c o n t r i b u t o r s
This month’s pulpit is written by Claire Harman. Her books include biographies of Sylvia Townsend Warner, Fanny Burney and Robert Louis Stevenson. She is now writing about Charlotte Brontë. Martin Arnold is Reader in Old Northern Studies at the University of Hull. His most recent book is Thor: Myth to Marvel. Diana Athill’s most recent book is Instead of a Book: Letters to a Friend. Elspeth Barker is a novelist and writer of short stories. Her most recent book is Dog Days (Black Dog Books), a selection of essays and journalism. James Barr is the author of A Line in the Sand: Britain, France and the Struggle that Shaped the Middle East (Simon & Schuster). Tim Blanning’s most recent book is The Romantic Revolution. Heather Brooke is Professor of Journalism at City University and author of The Revolution Will Be Digitised. Jerry Brotton is the author of A History of the World in Twelve Maps (Penguin). Michael Burleigh’s most recent book is Small Wars, Faraway Places: The Genesis of the Modern World 1945–65. David Cesarani is completing a book on the fate of the Jews from 1933 to 1949. Robert Chesshyre is a former Chief American Correspondent of The Observer. Jeremy Clarke writes for The Spectator and the Sunday Times. Christopher Coker is Professor of International Relations at LSE. His most recent book is Men at Arms: What Fiction Has to Tell Us about War from the Iliad to Catch-22 (Hurst). Roger Crowley’s most recent book is City of Fortune: How Venice Won and Lost a Naval Empire. Richard Davenport-Hines lives 645 kilometres southeast of Paris in the backwoods of the Cevennes. Brian Dillon’s Objects in This Mirror: Essays is published by Sternberg Press. He is curator of ‘Ruin Lust’ at Tate Britain (4 March–18 May 2014).
Samantha Ellis’s How To Be a Heroine is published by Chatto & Windus. Suzi Feay is chair of the judging panel for the Authors’ Club Best First Novel Award. Malcolm Forbes is a freelance writer. Eamonn Gearon is the author of The Sahara: A Cultural History. John Gray’s most recent book is The Silence of Animals: On Progress and Other Modern Myths (Penguin). Richard Greene is the author of Edith Sitwell: Avant Garde Poet, English Genius (2011) and is currently writing a new authorised biography of Graham Greene. Andrew Hussey’s The French Intifada: The Long War between France and Its Arabs is published this month by Granta. David Jays writes for the Sunday Times and The Guardian, and is the editor of Dance Gazette. Joanna Kavenna’s latest novel is Come to the Edge. She was listed as one of Granta’s Best Young Novelists 2013. John Keane is Professor of Politics at the WZB (Berlin) and director of the newly founded Sydney Democracy Network. Adam LeBor is the author of City of Oranges: Arabs and Jews in Jaffa. His latest thriller is The Geneva Option (Telegram). Diarmaid MacCulloch is Professor of the History of the Church at the University of Oxford. His latest book is Silence: A Christian History (Allen Lane). Jessica Mann’s latest book is Dead Woman Walking (The Cornovia Press). Philip Mansel is editor of The Court Historian. His latest book is Levant: Splendour and Catastrophe on the Mediterranean ( John Murray). He is currently writing a life of Louis XIV.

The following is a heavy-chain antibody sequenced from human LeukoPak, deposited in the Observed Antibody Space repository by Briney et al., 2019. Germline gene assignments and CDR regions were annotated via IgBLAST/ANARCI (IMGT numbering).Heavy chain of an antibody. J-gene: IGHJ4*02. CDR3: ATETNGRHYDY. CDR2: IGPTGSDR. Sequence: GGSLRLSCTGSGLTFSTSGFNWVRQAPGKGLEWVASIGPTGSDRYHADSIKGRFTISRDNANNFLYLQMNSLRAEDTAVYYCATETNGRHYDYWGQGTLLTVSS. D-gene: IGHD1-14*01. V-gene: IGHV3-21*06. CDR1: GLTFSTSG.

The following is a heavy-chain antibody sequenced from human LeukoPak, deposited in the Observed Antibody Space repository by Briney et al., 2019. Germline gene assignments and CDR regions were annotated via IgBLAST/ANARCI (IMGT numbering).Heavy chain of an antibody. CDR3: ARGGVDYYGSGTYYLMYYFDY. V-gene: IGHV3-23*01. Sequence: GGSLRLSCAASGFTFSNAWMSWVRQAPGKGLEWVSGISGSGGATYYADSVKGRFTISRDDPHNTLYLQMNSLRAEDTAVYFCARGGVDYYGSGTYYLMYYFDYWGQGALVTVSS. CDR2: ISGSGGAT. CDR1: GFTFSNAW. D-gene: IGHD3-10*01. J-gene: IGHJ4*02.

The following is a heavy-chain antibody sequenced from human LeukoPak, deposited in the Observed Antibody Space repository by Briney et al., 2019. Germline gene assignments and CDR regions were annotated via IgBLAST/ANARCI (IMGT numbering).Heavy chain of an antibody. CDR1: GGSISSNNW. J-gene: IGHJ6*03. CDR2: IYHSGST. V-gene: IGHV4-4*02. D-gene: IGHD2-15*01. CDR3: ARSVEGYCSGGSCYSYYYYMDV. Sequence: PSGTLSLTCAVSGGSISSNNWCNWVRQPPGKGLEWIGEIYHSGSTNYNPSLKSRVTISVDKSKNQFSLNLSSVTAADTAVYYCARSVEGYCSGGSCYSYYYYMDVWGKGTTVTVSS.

Tim Martin is a London-based writer and journalist. Allan Massie’s novel, Cold Winter in Bordeaux, has just been published by Quartet. Daniel Matlin is the author of On the Corner: African American Intellectuals and the Urban Crisis (Harvard). Jonathan Mirsky is a journalist specialising in Chinese affairs. Roderick Matthews’s third book, about the future of Indian democracy, will be published in May. Jeremy Noel-Tod is Lecturer in Literature and Creative Writing at the University of East Anglia. He was the revising editor of The Oxford Companion to Modern Poetry (2013). Catherine Peters is a biographer of 19thcentury writers and a student of the odder aspects of Victorian life. Lucy Popescu is the author of The Good Tourist (Arcadia Books). James Purdon is a fellow of Jesus College, Cambridge. Frederic Raphael’s sixth volume of notebooks, There and Then, was published by Carcanet last year. Jane Ridley’s Bertie: A Life of Edward VII is published by Chatto & Windus. Dominic Sandbrook is writing a history of Britain in the early 1980s. Gillian Tindall’s most recent books are Footprints in Paris (Pimlico) and Three Houses, Many Lives (Vintage). Colin Tudge is the co-founder of the Campaign for Real Farming and of the Funding Enlightened Agriculture, and author of Good Food for Everyone Forever and Why Genes are Not Selfish and People are Nice. Philip Womack’s new children’s book, The Broken King, is out in the summer. Christopher Woodward is director of the Garden Museum and the author of In Ruins. Andrea Wulf ’s latest book is Chasing Venus: The Race to Measure the Heavens. She was the Eccles British Library Writer in Residence 2013.
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